The First Circuit affirmed the trial court decision.  Among other findings, the appeals court concluded that the Bank had articulated a legitimate, non-discriminatory reason for terminating Henry:  the Bank had testified that the credit analyst department was critical to its business because that department performed the credit risk assessments for existing and potential borrowers.  Indeed, an independent auditing company had already recommended that the Bank maintain three credit analysts.  Further, a bi-annual review of the Bank’s credit functions was scheduled for the fall of 2008.  The Bank also expected an increase in the credit analysts’ workload as a result of market changes.  In addition, the Bank concluded that it could not hire and train a temporary worker because of the confidential nature of credit information and the particularized training involved, and no other Bank employee was available to fill Henry’s position temporarily.  Accordingly, Henry’s absence placed a significant strain on the credit department because her co-workers were responsible for the extra work.

Employers are not required to “wait and see.”

The court agreed that the Bank was allowed to terminate Henry because it no longer had a legal obligation to continue to hold her position open.  Henry had argued that, as a reasonable accommodation, the Bank should have been required to hold her position and give her more time to obtain a final medical diagnosis once the surgery was completed.  The court acknowledged that, in certain circumstances, an employer could be required to wait for an employee to receive a medical diagnosis as a reasonable accommodation.  However, the court concluded that, in this case, there was no such duty because throughout her leave, Henry had consistently provided medical documentation indicating her inability to work.  In addition, she had never given any relative time frame for her anticipated recovery or any indication of when, if ever, she would be able to return to work in her position.

The court pointed out that Henry had been out of work for three consecutive months and even though she had exhausted her FMLA leave, the Bank was willing to wait for her upcoming neurologist appointment to make a determination regarding her employment.  Significantly, although one of her doctor’s notes suggested that she was able return to work, Henry did not do so.  In fact, the day after her neurologist appointment, she provided further medical documentation stating that she would be out “until further notice,” even though the Bank had already informed her that it could not hold her position open indefinitely.  Therefore, the court concluded, it didn’t matter that Henry had a date certain for surgery, because the neurologist did not provide any estimate of a recovery or return date.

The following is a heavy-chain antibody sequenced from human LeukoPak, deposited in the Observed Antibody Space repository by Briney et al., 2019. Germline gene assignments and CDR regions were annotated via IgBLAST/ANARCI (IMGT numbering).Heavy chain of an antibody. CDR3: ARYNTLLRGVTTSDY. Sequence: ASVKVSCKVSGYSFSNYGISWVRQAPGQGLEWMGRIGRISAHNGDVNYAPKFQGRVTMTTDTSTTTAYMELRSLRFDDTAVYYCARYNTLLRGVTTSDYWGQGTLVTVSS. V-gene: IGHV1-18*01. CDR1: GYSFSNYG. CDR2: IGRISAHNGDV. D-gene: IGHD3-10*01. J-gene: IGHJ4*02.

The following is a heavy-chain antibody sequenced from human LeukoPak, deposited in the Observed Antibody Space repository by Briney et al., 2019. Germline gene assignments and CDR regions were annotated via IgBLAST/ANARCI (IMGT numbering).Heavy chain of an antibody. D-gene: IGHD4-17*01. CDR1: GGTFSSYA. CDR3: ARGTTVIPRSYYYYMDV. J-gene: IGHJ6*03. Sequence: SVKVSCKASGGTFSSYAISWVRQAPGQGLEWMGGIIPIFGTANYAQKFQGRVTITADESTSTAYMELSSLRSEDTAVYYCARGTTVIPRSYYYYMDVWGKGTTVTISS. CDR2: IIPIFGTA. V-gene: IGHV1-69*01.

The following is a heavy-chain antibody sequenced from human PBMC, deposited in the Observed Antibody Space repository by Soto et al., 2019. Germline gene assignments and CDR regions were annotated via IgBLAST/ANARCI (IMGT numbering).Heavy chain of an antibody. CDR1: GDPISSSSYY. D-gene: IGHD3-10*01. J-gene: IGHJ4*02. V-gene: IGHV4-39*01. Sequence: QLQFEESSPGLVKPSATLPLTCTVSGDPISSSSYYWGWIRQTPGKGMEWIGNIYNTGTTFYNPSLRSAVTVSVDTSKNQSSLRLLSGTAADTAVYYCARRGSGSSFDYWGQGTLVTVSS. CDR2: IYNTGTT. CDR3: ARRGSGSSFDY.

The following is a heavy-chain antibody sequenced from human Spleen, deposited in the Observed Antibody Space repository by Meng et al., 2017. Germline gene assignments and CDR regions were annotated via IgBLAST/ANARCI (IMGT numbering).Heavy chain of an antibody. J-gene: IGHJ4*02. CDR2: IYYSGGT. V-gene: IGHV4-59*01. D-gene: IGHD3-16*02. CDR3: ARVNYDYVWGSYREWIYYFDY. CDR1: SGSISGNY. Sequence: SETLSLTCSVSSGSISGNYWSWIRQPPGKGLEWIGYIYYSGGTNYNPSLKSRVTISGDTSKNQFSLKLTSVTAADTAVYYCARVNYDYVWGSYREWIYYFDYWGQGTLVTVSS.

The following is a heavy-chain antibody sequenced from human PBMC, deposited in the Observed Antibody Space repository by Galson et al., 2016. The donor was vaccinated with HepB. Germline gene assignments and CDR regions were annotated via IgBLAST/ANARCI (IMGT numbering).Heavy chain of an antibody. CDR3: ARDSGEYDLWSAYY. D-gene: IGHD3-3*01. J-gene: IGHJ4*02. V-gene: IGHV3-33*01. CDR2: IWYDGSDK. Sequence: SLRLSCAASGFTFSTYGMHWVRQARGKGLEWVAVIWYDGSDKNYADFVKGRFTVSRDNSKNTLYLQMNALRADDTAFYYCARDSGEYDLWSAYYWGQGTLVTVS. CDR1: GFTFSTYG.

No undue burden analysis or interactive process required

Remarkably, the court also concluded that the Bank had no obligation to establish that Henry’s indefinite leave caused an undue hardship.  This is significant because undue hardship is frequently very difficult to establish.  And the court also held that the Bank did not have an obligation to engage in the informal interactive process.  The court concluded that these obligations were unnecessary:  Henry’s request for an indefinite leave was not a reasonable accommodation, per se, because it basically required the Bank to “wait and see,” with no end in sight, before making any determination regarding her position.  The case is Henry v. United Bank (1st Cir. 2012).

This decision demonstrates that employers need to establish comprehensive procedures for managing leaves of absences.  All requests for medical leave of absence, including extensions, should request supporting medical documentation that specifies the employee’s return date.  Vague reassurances of upcoming medical appointments may be insufficient.  If the employee cannot provide a date certain, then the employer may be able to terminate.  Of course, employers must also ensure that they apply their procedures consistently and the court’s approval of the Bank’s decision that it could not hold Henry’s position open may be limited to the specifics of this case, where the job duties were highly specialized and critical to the Bank’s operations.  Clearly, this is a highly fact-dependent decision.

Although United Bank was ultimately successful here, figuring out whether to provide a leave of absence as a reasonable accommodation can be very tricky!  You should consult with labor and employment counsel if you have any questions about providing a leave of absence or terminating a disabled employee.

Article By: Jasmin M. Rojas, Esq.
Reprinted from the September 2012 issue of the Massachusetts Employment Law Letter.

Jasmin Rojas is an Associate at the firm of Skoler, Abbott & Presser, P.C.  Jasmin can be reached at (413) 737-4753 or